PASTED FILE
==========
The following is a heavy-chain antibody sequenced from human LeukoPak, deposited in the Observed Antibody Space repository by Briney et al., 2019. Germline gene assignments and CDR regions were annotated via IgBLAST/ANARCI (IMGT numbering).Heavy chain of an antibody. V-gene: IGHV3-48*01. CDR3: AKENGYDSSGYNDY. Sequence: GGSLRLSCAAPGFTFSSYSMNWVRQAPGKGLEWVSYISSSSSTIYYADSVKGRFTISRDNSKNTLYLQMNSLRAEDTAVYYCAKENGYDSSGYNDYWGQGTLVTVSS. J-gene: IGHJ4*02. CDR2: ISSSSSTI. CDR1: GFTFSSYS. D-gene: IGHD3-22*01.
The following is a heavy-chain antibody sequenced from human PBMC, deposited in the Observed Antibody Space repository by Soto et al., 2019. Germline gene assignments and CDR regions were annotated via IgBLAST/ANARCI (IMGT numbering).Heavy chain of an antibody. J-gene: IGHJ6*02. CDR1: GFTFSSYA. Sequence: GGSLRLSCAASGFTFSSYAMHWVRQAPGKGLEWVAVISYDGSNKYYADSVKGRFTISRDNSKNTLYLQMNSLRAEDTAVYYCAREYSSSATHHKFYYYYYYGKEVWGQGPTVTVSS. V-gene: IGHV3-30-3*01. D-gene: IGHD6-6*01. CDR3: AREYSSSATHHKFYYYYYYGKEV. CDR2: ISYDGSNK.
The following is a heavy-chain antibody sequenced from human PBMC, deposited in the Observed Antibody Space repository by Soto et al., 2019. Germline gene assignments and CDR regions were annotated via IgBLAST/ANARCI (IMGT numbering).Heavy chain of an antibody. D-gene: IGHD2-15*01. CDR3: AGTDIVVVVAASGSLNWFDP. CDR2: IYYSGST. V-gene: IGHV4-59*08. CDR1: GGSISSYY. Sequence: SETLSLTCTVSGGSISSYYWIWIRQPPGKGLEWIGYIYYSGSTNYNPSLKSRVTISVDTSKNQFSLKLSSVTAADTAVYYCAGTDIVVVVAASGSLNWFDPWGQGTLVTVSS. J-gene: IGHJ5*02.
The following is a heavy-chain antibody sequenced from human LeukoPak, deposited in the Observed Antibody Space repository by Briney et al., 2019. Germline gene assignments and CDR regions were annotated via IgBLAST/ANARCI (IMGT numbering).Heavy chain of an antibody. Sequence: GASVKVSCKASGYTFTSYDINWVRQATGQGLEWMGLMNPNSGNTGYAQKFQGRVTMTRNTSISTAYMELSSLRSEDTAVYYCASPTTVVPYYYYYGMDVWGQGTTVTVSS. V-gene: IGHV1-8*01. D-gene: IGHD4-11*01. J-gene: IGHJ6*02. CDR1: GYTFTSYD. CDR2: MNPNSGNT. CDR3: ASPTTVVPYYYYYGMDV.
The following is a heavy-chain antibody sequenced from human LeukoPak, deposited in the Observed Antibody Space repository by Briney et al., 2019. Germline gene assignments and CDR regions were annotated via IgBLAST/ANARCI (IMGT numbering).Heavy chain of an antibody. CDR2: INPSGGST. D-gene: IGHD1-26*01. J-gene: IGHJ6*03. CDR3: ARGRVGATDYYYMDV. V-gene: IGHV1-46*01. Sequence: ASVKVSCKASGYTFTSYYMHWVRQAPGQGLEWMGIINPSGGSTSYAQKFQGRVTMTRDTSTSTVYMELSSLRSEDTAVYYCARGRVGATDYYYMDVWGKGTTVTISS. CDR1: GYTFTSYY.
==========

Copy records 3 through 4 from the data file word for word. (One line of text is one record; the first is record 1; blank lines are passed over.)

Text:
The following is a heavy-chain antibody sequenced from human PBMC, deposited in the Observed Antibody Space repository by Soto et al., 2019. Germline gene assignments and CDR regions were annotated via IgBLAST/ANARCI (IMGT numbering).Heavy chain of an antibody. D-gene: IGHD2-15*01. CDR3: AGTDIVVVVAASGSLNWFDP. CDR2: IYYSGST. V-gene: IGHV4-59*08. CDR1: GGSISSYY. Sequence: SETLSLTCTVSGGSISSYYWIWIRQPPGKGLEWIGYIYYSGSTNYNPSLKSRVTISVDTSKNQFSLKLSSVTAADTAVYYCAGTDIVVVVAASGSLNWFDPWGQGTLVTVSS. J-gene: IGHJ5*02.
The following is a heavy-chain antibody sequenced from human LeukoPak, deposited in the Observed Antibody Space repository by Briney et al., 2019. Germline gene assignments and CDR regions were annotated via IgBLAST/ANARCI (IMGT numbering).Heavy chain of an antibody. Sequence: GASVKVSCKASGYTFTSYDINWVRQATGQGLEWMGLMNPNSGNTGYAQKFQGRVTMTRNTSISTAYMELSSLRSEDTAVYYCASPTTVVPYYYYYGMDVWGQGTTVTVSS. V-gene: IGHV1-8*01. D-gene: IGHD4-11*01. J-gene: IGHJ6*02. CDR1: GYTFTSYD. CDR2: MNPNSGNT. CDR3: ASPTTVVPYYYYYGMDV.